We are finding out from our customers, and from employers in all size organizations and industries around the world, that outplacement services–or lack thereof—play a significant role in talent management, brand reputation, and employee career transition success. As employers of choice continue to expand their programs to embrace an employee journey that doesn’t stop when team members move out of the organization, outplacement and job transition services take on greater importance. Choosing an outplacement and career transitions services provider that understands the employer-employee relationship as beginning to beginning will become crucial to future business success – as will finding one that embraces these three important tenets:

  • Personalization
  • Innovation
  • Results

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About Mildred Blankson

I am a Human Resource Professional with a Masters Degree in Human Resource Management. I have several years of experience in Human Resources and i hope this blog will be a great resource in helping you find the perfect job or candidate that you seek.

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How to Leverage Company Benefits to Recruit and Retain Top Talent

One-third of organizations have increased their overall benefit offerings in 2016, according to a research report compiled by the Society for Human Resource Management (SHRM). As recruiting and retaining top talent continue to become increasingly difficult for employers, robust benefit packages play a key role. When salaries and perks (think: free lunch) are nearly equal from company to company, employees are likely to opt for the company that offers the best benefits and greatest opportunities.

Medical and financial benefits aside, employees are looking for lifestyle and career benefits. SHRM reported that the top reason employers increased benefits in 2016 was to remain competitive in the marketplace—and the three biggest focus areas for change were in the health (22%), wellness (24%), and professional and career development (16%) categories. Robust benefit packages that include career development, health and wellness, and flexible working options provide a platform for employers to stand out. Nearly one-third of employees look for external positions because they desire “overall better benefits,” second only to higher compensation.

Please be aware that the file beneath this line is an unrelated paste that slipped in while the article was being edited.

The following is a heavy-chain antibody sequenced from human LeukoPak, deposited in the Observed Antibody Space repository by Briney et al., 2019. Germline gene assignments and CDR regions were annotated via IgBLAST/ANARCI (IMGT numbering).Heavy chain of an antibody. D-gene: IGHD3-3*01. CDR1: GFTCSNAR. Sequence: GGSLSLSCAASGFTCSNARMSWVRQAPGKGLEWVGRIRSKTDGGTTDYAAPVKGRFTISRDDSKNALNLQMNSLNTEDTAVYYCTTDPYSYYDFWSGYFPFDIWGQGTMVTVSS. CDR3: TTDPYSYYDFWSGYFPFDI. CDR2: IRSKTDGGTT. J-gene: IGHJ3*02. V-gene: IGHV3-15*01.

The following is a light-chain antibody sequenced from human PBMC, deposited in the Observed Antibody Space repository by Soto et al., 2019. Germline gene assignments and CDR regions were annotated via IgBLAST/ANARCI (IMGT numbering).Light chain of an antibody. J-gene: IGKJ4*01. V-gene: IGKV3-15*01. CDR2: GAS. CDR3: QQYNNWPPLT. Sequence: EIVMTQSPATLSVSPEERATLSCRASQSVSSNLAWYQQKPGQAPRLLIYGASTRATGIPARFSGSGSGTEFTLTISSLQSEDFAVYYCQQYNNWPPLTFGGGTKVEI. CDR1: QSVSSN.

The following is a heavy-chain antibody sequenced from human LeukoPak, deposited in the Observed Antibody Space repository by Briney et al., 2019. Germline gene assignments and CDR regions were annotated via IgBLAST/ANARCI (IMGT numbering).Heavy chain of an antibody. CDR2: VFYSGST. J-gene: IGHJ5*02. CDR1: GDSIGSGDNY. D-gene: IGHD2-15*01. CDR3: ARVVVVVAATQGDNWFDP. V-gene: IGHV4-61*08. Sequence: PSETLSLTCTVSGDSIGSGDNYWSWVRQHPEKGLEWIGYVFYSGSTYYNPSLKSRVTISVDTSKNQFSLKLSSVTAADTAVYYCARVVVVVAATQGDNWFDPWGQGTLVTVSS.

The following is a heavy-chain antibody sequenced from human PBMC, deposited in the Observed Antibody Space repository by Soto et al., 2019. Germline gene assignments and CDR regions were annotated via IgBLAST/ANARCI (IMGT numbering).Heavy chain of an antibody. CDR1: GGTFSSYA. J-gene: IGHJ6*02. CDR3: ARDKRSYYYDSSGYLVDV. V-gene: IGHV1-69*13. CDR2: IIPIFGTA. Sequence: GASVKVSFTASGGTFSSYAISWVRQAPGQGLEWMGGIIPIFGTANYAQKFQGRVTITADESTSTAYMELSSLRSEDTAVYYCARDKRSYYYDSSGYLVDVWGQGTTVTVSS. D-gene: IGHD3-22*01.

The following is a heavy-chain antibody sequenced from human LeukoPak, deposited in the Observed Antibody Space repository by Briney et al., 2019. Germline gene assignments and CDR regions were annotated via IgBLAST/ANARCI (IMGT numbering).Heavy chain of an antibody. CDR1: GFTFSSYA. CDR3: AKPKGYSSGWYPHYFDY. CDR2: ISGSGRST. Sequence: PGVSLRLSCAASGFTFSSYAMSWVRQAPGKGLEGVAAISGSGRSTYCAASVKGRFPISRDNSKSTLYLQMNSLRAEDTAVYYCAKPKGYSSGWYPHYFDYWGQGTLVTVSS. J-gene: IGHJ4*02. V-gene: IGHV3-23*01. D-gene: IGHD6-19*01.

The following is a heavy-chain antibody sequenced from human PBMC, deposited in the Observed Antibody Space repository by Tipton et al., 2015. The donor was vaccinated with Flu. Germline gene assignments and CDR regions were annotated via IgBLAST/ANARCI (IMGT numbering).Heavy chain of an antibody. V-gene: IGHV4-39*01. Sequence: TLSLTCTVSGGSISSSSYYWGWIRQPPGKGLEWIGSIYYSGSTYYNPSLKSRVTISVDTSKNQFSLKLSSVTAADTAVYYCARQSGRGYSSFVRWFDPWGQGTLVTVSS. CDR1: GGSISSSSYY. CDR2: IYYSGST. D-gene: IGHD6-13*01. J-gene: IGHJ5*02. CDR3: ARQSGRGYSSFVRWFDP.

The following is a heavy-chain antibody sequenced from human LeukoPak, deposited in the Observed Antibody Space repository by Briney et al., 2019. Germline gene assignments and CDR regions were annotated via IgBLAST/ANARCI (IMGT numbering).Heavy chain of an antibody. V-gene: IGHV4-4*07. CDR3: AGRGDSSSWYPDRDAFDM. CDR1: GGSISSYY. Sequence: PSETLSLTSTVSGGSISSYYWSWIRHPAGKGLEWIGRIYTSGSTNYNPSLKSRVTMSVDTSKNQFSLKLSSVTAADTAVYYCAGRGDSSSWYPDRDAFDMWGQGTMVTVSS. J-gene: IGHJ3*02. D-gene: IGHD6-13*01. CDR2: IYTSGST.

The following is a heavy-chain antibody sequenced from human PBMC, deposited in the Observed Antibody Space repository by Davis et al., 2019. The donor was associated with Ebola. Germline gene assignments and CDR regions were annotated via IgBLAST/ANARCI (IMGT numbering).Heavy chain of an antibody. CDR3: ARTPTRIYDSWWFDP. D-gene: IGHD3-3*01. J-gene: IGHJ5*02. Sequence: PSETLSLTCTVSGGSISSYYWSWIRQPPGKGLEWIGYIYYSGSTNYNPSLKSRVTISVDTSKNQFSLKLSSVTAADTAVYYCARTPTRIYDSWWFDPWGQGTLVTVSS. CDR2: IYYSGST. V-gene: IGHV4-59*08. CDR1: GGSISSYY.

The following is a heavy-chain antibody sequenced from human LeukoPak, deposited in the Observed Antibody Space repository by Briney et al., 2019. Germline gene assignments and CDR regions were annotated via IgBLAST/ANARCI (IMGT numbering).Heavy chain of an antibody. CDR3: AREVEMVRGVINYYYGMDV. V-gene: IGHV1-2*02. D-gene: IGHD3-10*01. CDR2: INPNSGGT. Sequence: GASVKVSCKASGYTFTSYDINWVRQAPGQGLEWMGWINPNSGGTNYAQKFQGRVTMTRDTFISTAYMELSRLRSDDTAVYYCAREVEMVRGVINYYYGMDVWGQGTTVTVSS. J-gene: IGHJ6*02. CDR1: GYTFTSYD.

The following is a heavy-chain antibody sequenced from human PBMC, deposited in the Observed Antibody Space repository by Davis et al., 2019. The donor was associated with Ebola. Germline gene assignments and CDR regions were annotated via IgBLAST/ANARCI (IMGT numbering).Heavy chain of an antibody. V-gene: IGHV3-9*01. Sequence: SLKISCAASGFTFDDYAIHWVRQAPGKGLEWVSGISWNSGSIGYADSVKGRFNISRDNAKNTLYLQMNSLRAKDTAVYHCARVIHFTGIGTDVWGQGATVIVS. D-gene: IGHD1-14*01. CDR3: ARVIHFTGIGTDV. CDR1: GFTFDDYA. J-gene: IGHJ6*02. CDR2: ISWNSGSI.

The type of benefits you offer speaks volumes on how you treat and support employees, which always manifests by way of your external employer brand. It’s not enough to say “we have great benefits,” because “great benefits” are now table stakes. Companies have mastered the art of talking about perks, from catered lunches to team building activities. Failure to talk about the real support and development opportunities you offer to employees might translate to missed opportunities. So how can hiring managers and recruiters promote employee benefits to help with recruiting and retention?

#1: Kick “industry standard” out of your vocabulary

When recruiters and hiring managers list their company’s benefits and summarize with the catch-all phrase, we offer “industry standard” benefits, it’s not enough. When all else—compensation, vacation days, and perks—are even, offering a standard benefits package won’t help your company standout enough to secure commitment from a top employee. Even though it might be tempting to default to a quick response, it pays to provide more detail about the benefits your company offers, in length, during the interview process.

And even more importantly than providing a laundry list of benefits (but kudos to you for that list!), explain how these benefits fit in with core company values. For example, if you offer flexible work arrangements and flexible hours, explain that these arrangements support your company’s value of work-life balance. If you provide a gym membership or showers at work, talk about how it enhances company culture or creates opportunities for employees to get the exercise they desire in a convenient way.. When recruits begin to see how your benefits support their shared values and interests, they’ll see the benefits you offer are much greater than “industry standard.”

Employers hoping to keep a competitive edge are offering more than the “industry standard” at every stage of the employee journey, including at severance – according to a recent study by RiseSmart. If you’re on the cutting edge of severance offerings, use those benefits to differentiate your company form the competition.

#2: Talk about goals in the recruiting and interview process

Before an employee is even hired, find out what they’re looking for in their employer and what their short and long term goals are. Ask questions like, “Where do you see yourself in 5 years?” and “How are you hoping your employer will support you along your career journey?” Employees, many of whom are seeking opportunities for career development and continuing education, need to know you plan to invest in their individual career goals.